Toronto
3 min

Protective instincts

I have definitely been lucky in my life, no question about that. Against the odds I have not been raped, attacked, seriously gaybashed, never been in a car accident, had a yeast infection or broken a bone.

When I was a teenager I thought that only pretty girls got raped. Somehow I feel my ignorance has saved me thus far; I was rarely afraid of men growing up — hardly noticed them actually — and I loved women with abandon, with no reservations and no repercussions.

My luck, and my misfortune, has skewed my view of the world, my belief in people, and has dictated what I wish for my friends, my family, my partner, my child. I wish, not so secretly, that all the women and girls I love were queer. I feel that my queerness grants me some degree of protection from intimate abuse, and a unique sense of power and freedom that is much less possible for straight women.

I have never been a strong believer in statistics. I got it in my head at some point (probably in first-year Women’s Studies) that statistics are almost always misleading, skewed and incomplete. A search of same-sex or “lesbian” domestic violence turns up all kinds of statistics. On its website the Seattle-based Northwest Network of Bi, Trans, Lesbian and Gay Survivors of Abuse states, “Studies show that as many as a third of lesbians have been victims of sexual assault or coercion at the hands of another woman.” The website Aardvarc.org (“an Abuse, Rape and Domestic Violence Aid and Resource Collection”) claims that “the rate of domestic violence in same-gender relationships is roughly the same as domestic violence against heterosexual women.” The idea amazes me.

My 19-year-old cousin has fallen for a spineless jerk of a boy who wants to keep their relationship a secret from his friends because, as he put it, “You know, you just have this vision of who you want to be with” and apparently she isn’t it because she isn’t skinny enough. It makes me want to throw up.

She is a chapter book of stories like that — abandonment at parties, pressure to have sex, cheating, gross disrespect. Sometimes she’ll say, “Whatever, he’s just a guy right?” dismissing and at the same time excusing his behavior, setting a standard so low that the next time a guy offers to pick her up instead of meeting her at the bus stop she is floored, thoroughly impressed and ready to forgive the inevitable poor treatment that always seems to follow, even from “the good guys.”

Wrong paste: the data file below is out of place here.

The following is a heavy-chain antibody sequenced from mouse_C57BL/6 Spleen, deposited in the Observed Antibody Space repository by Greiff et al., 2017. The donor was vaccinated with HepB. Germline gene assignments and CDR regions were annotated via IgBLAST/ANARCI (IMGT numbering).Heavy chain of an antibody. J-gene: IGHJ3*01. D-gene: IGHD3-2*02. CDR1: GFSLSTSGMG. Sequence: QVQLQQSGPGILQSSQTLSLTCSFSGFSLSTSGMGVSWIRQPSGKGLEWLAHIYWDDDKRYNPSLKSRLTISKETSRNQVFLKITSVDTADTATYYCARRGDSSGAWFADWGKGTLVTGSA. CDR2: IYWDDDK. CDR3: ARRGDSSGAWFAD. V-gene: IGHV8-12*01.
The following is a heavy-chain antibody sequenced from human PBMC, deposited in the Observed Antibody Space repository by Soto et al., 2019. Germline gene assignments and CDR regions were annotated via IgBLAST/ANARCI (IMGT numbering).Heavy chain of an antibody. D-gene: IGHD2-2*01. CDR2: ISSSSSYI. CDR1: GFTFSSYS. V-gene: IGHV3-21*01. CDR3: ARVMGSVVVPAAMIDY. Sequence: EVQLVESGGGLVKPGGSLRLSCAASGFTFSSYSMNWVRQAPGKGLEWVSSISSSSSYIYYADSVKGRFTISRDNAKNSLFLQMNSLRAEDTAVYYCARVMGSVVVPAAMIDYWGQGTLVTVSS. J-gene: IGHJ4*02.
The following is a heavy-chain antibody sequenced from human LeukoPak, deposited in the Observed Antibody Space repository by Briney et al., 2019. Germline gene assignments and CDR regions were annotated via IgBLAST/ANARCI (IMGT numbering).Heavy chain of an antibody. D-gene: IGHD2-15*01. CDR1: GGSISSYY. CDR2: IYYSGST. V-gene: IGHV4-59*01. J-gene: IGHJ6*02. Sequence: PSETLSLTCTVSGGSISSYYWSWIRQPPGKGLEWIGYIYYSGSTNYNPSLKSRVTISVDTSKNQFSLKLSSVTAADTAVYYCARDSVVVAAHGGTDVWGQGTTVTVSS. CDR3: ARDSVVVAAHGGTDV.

I want her to get with a girl, if only once, just to get a taste of the safety of physical parallel, shared experience, shared power. But that is just how being with women has been for me. There is no guarantee it will be like that for her, is there?

A woman I care a lot about has just fled with half her family from an abusive father. It makes me livid to consider the betrayal of trust, the abuse of power, the repeating patterns that pick on the same vulnerable people over and over again, chasing them from house to house, continent to continent. At least life could spread the abuse around so that everyone had to deal with just a little bit.

I come home at night and hold my daughter after spending an evening in my office above the women’s hostel. I lock eyes with Gracie and I wish her away from all those awful men I hear about, admittedly wish her away from men in general. I feel guilty about that but I also feel justified on so many days, after so many newscasts, so many women in the shelter, so many women undone.

Most parents I know would rather their children were straight — socially acceptable, status quo. I would rather my children were safe, and I feel like their odds in 2008 are so much better loving, and being loved by, women. My parents worried about my safety as a queer woman. They thought everyone would judge me, discriminate against me, spit at me, refuse to hire me, shove me around in the subway. I know now of course that there are lots of safe spaces for me and that there will be even more of them 20 years from now.

It might come down to how we define safety. For me it is physical and emotional safety versus social safety. For me right now safety is not in the statistics but in my actual experience of the world, coupled with my observation of that same world. I know and see more men who do not successfully control their tempers. I know and see more men who are dismissive and disrespectful of women. I know and see more men abusing power and abusing people. I’m not saying abuse doesn’t happen among women (I know it does) but I cannot believe that it happens as often as it does in straight relationships.

Give me the woman in the dark alley any day. I want my daughter to be queer. God help the boys that come into her life, and ours, if she isn’t.